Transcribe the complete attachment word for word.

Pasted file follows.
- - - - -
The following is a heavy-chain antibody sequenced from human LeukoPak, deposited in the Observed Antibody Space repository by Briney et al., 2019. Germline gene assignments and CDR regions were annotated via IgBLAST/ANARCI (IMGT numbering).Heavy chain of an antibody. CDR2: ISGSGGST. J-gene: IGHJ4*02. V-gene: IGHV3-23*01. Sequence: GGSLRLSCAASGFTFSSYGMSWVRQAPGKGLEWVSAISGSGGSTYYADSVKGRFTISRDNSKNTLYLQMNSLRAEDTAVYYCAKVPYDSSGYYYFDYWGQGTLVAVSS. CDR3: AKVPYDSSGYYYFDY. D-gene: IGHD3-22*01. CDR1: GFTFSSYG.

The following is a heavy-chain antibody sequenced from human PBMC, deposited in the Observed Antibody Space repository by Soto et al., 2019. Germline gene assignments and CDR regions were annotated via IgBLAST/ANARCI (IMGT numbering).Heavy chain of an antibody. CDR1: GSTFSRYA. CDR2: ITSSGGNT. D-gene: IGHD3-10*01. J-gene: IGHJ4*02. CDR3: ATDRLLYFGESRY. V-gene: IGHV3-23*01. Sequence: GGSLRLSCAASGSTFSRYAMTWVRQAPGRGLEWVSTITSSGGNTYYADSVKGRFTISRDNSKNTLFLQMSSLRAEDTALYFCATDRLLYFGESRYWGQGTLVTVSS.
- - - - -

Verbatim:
The following is a heavy-chain antibody sequenced from human LeukoPak, deposited in the Observed Antibody Space repository by Briney et al., 2019. Germline gene assignments and CDR regions were annotated via IgBLAST/ANARCI (IMGT numbering).Heavy chain of an antibody. CDR2: ISGSGGST. J-gene: IGHJ4*02. V-gene: IGHV3-23*01. Sequence: GGSLRLSCAASGFTFSSYGMSWVRQAPGKGLEWVSAISGSGGSTYYADSVKGRFTISRDNSKNTLYLQMNSLRAEDTAVYYCAKVPYDSSGYYYFDYWGQGTLVAVSS. CDR3: AKVPYDSSGYYYFDY. D-gene: IGHD3-22*01. CDR1: GFTFSSYG.

The following is a heavy-chain antibody sequenced from human PBMC, deposited in the Observed Antibody Space repository by Soto et al., 2019. Germline gene assignments and CDR regions were annotated via IgBLAST/ANARCI (IMGT numbering).Heavy chain of an antibody. CDR1: GSTFSRYA. CDR2: ITSSGGNT. D-gene: IGHD3-10*01. J-gene: IGHJ4*02. CDR3: ATDRLLYFGESRY. V-gene: IGHV3-23*01. Sequence: GGSLRLSCAASGSTFSRYAMTWVRQAPGRGLEWVSTITSSGGNTYYADSVKGRFTISRDNSKNTLFLQMSSLRAEDTALYFCATDRLLYFGESRYWGQGTLVTVSS.